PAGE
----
Boston councillors on Wednesday signed off on Acting Mayor Kim Janey’s spending plans for fiscal year 2022, which begins on Thursday.
The votes came after two hours of in-person debate inside City Hall and saw councillors raise their concerns about police reform and the 13-member City Council’s control over the city budget.
The $3.67 billion operating budget passed in a 10-2 vote, with Councillor At-Large Michelle Wu and District 4 Andrea Campbell casting the “no” votes.
The $1.3 billion school budget also passed by a 10-2 vote, with Councillors Campbell and Frank Baker casting dissenting votes. Councillors also passed a $3.2 billion capital spending plan, according to District 8 Councillor Kenzie Bok, who shepherded the budget through the City Council as the chair of the Ways and Means Committee.
The votes came after a last-minute round of negotiations between councillors and Janey administration officials. The result was a $31.5 million supplemental budget that will send $3 million in federal funding for the area known as “Mass and Cass,” which has grappled with rising drug dealing and homelessness. The supplemental budget also includes $2 million for full-time social workers in Boston Public Schools, in addition to money for youth jobs, the new Office of Police Accountability and Transparency, and permanent outdoor dining within the city.
Annissa Essaibi George, one of the four at-large councillors, voted “yes” on the school and operational budgets, but said she was “disappointed to not see us use federal funding for additional substance use disorder and mental health services and supports.” She said a major contributing factor to her “yes” votes was the budget allocation for full-time social workers in all Boston public schools.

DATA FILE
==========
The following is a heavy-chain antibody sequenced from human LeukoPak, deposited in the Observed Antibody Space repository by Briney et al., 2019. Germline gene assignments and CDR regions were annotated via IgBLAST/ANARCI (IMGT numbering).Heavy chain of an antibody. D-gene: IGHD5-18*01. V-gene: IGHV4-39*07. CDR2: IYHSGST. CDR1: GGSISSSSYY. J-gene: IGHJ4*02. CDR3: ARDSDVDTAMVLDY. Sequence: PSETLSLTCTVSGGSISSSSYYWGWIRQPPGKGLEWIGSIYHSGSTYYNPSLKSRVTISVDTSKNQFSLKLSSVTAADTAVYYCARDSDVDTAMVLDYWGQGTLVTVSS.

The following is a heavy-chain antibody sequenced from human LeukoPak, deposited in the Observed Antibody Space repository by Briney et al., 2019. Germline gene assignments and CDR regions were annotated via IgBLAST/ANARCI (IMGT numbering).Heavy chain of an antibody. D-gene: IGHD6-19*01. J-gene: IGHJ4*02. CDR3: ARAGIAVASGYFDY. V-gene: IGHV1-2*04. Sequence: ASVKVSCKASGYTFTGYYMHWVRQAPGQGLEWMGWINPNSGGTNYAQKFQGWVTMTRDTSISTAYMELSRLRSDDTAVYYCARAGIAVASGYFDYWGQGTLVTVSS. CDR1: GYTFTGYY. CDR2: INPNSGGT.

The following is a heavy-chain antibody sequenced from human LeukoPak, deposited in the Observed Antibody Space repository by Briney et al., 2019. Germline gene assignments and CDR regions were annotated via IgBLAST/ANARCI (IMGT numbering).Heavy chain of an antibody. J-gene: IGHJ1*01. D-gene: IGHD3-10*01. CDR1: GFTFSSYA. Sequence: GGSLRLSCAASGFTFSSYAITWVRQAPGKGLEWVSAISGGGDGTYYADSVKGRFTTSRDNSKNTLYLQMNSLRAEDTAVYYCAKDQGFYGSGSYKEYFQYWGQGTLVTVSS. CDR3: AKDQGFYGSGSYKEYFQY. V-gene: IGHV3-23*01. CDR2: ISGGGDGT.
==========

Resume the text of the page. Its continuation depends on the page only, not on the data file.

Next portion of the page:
Essaibi George, Wu and Campbell are running for mayor against Janey, who stepped in as acting mayor when Marty Walsh joined Joe Biden’s cabinet as labor secretary. John Barros, Walsh’s economic development chief, and South End state Rep. Jon Santiago are also running for mayor.
“This isn’t political for me, this is about doing the job and standing up for those who are unseen and unheard,” Campbell said during the Council meeting. “I can’t wait — thousands of Bostonians can’t wait — for the systemic reform they’ve been waiting for generations.”
Campbell said she’s voted against the schools budget for the last two years because “it does not go far enough to close the systemic inequities. The budgets this year fall short in providing police accountability, improving BPS infrastructure and creating solutions to the issues at “Mass and Cass,” she said.
For her part, Wu said she voted “no” on the operational budget because it does “not meet the moment.” “We need to get to a place where we’re addressing the underlying set of challenges,” she said.
District 3 Councillor Frank Baker, who represents Dorchester, voted “no” on the school budget and “yes” on the operating budget, saying he felt the latter provided “good money for Mass and Cass,” among other initiatives.
Explaining his “no” vote on the school budget, Baker said he was concerned about police officers in city schools getting laid off. He said members of the union are unclear on whether they’re coming to work on July 1.
District 1 Councillor Lydia Edwards, who represents East Boston and Charlestown, voted in favor of both budgets, but described the budget process as a “little farce that we’ve done one too many times.”
“I think this budget will pass—like a kidney stone—but it will pass,” Edwards said before the vote.
Edwards took the opportunity to pitch the proposed ballot question that would hand more power to the City Council in the crafting of the city budget. The ballot question awaits the approval of the state attorney general.
Edwards praised Bok for working with the administration to rewrite parts of the budget in order to get approval from the councillors. “It’s because of her we are going to be able to pass this budget,” she said.